In February 2013, the 44th president, Barack H. Obama, issued Executive Order 13636: Improving Critical Infrastructure Cybersecurity. The executive order called for the development of a voluntary cybersecurity framework that would provide a prioritized, flexible and performance-based approach to aid organizations in managing cybersecurity risks for critical infrastructure services. While multiple federal agencies were tasked with developing elements related to this executive order, NIST was assigned to develop a cybersecurity framework -- with added help from industry feedback. The final version of NIST's document was released in 2014.
The document was later translated into different languages to be used by a variety of governments. Translations include Spanish, Japanese, Portuguese and Arabic.
In 2017, a draft version 1.1 of the document was circulated, later being made publicly available in April 2018. The 45th president, Donald J. Trump, continued to implement the executive order.
Parts of the framework
The framework can be broken down into three parts: the framework core, framework implementation and framework profile.
The framework core, as described by NIST, is the set of cybersecurity activities and desired outcomes that are common across any critical infrastructure sectors. The core includes five functions intended to be continuous: identify, protect, detect, respond and recover. These functions have the goal of providing a strategic view of the cybersecurity risks in an organization.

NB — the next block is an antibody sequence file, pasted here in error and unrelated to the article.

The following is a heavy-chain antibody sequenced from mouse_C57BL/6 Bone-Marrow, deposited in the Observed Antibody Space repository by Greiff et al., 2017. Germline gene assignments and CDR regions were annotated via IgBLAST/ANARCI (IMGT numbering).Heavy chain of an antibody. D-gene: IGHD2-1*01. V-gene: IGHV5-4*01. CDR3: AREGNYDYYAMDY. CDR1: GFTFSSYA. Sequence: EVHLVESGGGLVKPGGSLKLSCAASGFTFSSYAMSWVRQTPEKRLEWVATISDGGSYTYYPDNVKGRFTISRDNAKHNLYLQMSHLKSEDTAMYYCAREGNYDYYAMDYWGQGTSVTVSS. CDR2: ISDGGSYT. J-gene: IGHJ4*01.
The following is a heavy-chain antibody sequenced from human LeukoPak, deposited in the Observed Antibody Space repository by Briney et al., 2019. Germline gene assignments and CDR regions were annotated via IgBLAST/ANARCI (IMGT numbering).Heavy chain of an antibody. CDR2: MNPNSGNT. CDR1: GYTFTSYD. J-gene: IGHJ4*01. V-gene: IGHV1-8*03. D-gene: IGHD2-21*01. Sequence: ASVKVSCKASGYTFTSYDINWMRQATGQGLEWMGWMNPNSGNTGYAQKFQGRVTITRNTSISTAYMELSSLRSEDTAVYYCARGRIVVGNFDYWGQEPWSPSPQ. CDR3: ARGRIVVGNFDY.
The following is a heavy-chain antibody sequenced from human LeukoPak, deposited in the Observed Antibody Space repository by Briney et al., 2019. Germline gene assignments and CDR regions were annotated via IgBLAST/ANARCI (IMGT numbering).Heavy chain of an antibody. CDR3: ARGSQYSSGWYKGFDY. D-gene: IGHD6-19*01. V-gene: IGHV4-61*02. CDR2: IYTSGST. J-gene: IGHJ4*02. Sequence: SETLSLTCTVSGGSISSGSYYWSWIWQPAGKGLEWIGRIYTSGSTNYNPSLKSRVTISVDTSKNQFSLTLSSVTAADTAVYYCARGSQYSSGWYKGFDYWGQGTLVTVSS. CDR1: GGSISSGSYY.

The framework implementation consists of tiers that provide context on an organization's cybersecurity risks, as well as any processes put in place to manage risks. The tiers describe how much an organization's cybersecurity risk management practices follow the characteristics defined in the framework. A Tier 1 organization is one that's ranked as partial, described as having limited awareness. The tier system moves up to Tier 4, which refers to an organization that is seen as adaptive. This tier can react best to cybersecurity threats.
The framework profile can be used to describe the current state of an organization's security program, as well as compare that current state to the desired state. This process can be used to reveal any gaps, which can be later addressed. The goal of a profile is to aid organizations in establishing a roadmap for reducing cybersecurity risk.
The CSF is made up of the following five core functions:
- Identify, which refers to developing an understanding of how to manage cybersecurity risks to systems, assets, data or other sources.
- Protect, which refers to the safeguards put in place that ensure critical infrastructure services are delivered.
- Detect, which defines how a cybersecurity event is identified.
- Respond, which defines what actions are taken when a cybersecurity event is detected.
- Recover, which identifies what services should focus on resilience, as well as outlines restore capabilities of impaired services.